Water To Drink, A Precious Gift
A new day dawns. We jump in the shower, grab a cup of coffee, brush our teeth and we’re off. (Oh, and there was probably a flush in there somewhere too.) How would these mundane events be changed if no water flowed from the tap? We take for granted that our water supply is available, clean and abundant especially in Chautauqua County. We receive plenty of rainfall (780 billion gallons per year), a Great Lake is our northern border and, with the exception of a few areas, underground water supplies are excellent.
The inhabitants and visitors of Chautauqua County are truly blessed by the presence of natural and human resources. I recently visited with Bill Boria, one of the two water resource specialists for the Chautauqua County Health Department. Bill’s main responsibility is the management of the public water supply program which provides most of our drinking water in the county. His scientific training qualifies him to perform his job; his dedication to the health of each of us allows him to do his job with endless energy and urgency.
Drinking water comes from two sources: underground or surface water. Surface water sources can be rivers, natural lakes or man-made reservoirs. Since there are no major rivers in the county, our surface sources are Lake Erie, Chautauqua Lake or reservoirs. In Chautauqua County, 80 percent of the people acquire their drinking water from 91 public suppliers, such as cities or villages. The public suppliers pull approximately 75 percent of their water from the ground and 25 percent from surface sources. Most of the remaining percentage of the population acquires its drinking water from approximately 20,000 individual, private wells. For the private wells also, 75 percent draw from ground water and 25 percent from surface water. It is worth noting that two residential areas, Chautauqua Institution and Chautauqua Lake Estates, are brought publicly distributed water pulled out of Chautauqua Lake.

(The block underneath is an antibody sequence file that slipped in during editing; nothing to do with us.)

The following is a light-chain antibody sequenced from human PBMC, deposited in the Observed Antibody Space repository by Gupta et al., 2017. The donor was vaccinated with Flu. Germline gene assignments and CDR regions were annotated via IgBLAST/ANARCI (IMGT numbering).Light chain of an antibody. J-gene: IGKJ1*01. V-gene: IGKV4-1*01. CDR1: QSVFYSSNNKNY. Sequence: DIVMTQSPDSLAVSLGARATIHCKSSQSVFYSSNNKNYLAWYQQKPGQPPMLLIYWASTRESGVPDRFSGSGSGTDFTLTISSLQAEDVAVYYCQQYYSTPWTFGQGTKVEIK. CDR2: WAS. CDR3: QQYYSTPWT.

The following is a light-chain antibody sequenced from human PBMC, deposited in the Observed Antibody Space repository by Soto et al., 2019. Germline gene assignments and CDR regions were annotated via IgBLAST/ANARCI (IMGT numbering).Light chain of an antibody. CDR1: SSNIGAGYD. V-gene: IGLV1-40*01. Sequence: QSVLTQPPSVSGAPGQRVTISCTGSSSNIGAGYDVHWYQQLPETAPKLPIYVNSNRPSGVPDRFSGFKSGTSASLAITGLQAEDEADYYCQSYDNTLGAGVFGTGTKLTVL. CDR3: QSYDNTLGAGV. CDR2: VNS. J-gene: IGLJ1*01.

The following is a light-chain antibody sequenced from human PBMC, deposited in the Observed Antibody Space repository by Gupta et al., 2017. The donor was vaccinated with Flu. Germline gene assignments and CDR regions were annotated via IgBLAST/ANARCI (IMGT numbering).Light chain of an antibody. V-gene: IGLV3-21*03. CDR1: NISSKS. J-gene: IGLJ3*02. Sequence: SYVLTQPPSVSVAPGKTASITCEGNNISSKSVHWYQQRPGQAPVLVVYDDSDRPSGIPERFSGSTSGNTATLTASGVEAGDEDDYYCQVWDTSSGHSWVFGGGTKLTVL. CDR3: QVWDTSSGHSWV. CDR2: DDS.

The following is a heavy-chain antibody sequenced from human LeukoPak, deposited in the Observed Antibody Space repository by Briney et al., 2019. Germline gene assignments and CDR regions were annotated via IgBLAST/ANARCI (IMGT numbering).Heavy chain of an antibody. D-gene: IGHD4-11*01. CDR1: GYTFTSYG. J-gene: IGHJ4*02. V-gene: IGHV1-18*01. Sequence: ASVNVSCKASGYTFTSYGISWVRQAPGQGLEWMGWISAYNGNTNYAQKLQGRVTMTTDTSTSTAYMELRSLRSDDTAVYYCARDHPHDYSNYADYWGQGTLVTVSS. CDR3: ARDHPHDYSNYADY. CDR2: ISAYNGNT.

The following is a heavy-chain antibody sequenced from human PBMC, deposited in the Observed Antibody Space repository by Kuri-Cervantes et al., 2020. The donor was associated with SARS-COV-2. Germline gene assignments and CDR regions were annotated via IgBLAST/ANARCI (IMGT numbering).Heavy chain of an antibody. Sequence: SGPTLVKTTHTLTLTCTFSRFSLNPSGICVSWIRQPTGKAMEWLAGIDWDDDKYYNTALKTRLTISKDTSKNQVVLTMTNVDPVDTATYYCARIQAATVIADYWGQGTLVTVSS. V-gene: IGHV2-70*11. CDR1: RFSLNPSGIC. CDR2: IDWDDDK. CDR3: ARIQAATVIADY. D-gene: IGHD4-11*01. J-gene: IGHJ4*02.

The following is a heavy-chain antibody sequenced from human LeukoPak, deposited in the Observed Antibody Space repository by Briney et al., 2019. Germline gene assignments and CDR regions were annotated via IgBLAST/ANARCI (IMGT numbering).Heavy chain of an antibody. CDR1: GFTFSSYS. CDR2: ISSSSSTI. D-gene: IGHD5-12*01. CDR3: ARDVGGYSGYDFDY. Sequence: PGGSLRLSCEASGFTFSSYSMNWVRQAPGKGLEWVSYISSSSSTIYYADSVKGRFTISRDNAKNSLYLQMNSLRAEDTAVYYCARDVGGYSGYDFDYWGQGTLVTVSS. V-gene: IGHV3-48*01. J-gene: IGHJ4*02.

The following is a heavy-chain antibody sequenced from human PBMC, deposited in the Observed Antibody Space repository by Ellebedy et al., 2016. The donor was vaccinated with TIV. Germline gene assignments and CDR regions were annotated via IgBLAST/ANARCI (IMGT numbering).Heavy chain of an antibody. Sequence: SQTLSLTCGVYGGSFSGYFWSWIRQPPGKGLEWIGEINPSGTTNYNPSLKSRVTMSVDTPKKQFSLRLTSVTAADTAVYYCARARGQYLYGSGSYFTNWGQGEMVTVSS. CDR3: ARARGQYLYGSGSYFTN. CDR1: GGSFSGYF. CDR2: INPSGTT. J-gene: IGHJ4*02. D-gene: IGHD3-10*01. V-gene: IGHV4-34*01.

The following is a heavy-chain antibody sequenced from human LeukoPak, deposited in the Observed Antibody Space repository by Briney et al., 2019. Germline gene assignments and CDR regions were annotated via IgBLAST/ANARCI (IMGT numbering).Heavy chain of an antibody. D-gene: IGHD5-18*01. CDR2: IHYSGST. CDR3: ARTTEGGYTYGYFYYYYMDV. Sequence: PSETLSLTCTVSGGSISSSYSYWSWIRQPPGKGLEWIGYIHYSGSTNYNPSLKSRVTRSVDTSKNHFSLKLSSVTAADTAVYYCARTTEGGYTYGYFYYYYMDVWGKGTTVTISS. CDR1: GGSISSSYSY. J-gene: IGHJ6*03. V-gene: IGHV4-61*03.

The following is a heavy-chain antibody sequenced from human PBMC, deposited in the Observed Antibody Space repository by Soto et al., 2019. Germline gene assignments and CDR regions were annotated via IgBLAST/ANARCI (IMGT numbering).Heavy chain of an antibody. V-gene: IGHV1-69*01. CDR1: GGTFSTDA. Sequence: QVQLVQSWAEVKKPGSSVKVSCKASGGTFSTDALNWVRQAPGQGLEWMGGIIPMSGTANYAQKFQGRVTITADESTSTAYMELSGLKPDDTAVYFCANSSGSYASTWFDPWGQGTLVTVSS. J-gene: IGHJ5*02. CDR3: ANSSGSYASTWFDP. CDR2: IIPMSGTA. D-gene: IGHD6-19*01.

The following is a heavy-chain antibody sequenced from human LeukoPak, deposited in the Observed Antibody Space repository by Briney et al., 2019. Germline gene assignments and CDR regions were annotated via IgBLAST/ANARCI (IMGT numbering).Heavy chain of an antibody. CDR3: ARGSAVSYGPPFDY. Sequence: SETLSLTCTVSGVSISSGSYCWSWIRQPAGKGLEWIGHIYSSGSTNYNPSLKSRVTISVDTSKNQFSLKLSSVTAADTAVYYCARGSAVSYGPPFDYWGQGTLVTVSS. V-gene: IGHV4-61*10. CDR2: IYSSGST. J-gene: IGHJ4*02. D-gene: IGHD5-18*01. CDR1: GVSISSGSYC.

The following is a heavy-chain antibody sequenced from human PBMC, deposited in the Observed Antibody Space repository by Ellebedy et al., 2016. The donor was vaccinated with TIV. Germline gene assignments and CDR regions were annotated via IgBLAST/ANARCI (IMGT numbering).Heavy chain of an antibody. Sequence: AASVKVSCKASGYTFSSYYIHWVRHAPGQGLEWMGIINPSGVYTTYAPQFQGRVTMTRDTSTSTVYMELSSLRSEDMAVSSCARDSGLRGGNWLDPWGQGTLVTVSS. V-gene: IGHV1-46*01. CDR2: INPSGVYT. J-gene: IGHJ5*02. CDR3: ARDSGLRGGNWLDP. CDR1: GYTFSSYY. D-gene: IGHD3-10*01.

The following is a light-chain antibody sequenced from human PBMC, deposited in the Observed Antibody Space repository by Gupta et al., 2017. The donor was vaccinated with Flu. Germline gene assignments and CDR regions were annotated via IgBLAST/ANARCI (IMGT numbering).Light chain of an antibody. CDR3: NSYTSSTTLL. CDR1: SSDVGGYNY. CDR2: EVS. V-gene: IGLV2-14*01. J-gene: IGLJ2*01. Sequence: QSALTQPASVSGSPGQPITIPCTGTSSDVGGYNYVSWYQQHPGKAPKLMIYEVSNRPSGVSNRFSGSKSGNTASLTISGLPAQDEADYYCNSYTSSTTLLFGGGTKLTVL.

Why are our water sources of such high quality? The answer lies mostly in the geology of the county. A major divide transects the county so that surface water flows to either the Gulf of Mexico via tributary streams of the Allegheny River or to the Atlantic Ocean via Lake Erie and the St. Lawrence River. Thus, all of our county streams are the headwaters for these bodies of water. Also, the geologic deposits underground, the hills and the valleys isolate pockets of ground water. This isolation keeps those areas free from widespread sources of contamination. Additionally, Bill and others at the County Health Department are mandated to test the public water supplies and, if any problems are discovered, take immediate actions. In essence, we are in control of our own water quality destiny because we are up here at the top of the hill. What an exciting and valuable place to be.
Since the water we are using today has been on Planet Earth for millions of years, it is recycled. The problem is that less than 1 percent of all the world’s water is available to drink and, if it becomes contaminated in any way, that water is no longer drinkable. We must conserve this precious resource. The simple act of turning off the tap while you are brushing your teeth can save 100 gallons of water a month. We also must not become complacent that our water supply cannot be harmed. Currently, the three most widespread sources of water contamination in Chautauqua County are road salt, nitrates from fertilizers and microbes that are becoming more environmentally resistant. The practice of using salt on highways in winter is only about 60 years old, but increases in the chloride content in the water were seen in the 1970s and have doubled in the last 20 years. The change from small farms to larger, concentrated farms is also placing new stresses on our water sources due to changes in silage and manure management. Water supplies as early as the 1890s were treated for microbes, but more resistant bacteria, parasites and viruses have recently been seen. Remember, Bill tests the public supplies for any contamination, but private wells must be tested by the owner.
If you have any questions about your water, the Chautauqua County Health Department is willing to help. Municipalities are required to distribute an annual report of their water quality by the end of May. Ask for yours. Also, take advantage of the county-provided hazardous waste disposal days. The sparkle on the lake can remind us not only of its beauty also the fresh drinking water it provides, a resource precious than diamonds.
The Chautauqua Watershed Conservancy is a local nonprofit organization that is dedicated to preserving and enhancing the water quality, scenic beauty and ecological health of the lakes, streams, wetlands and watersheds of the Chautauqua region. For more information, call 664-2166 or visit www.chautauquawatershed.org or www.facebook.com/chautauquawatershed.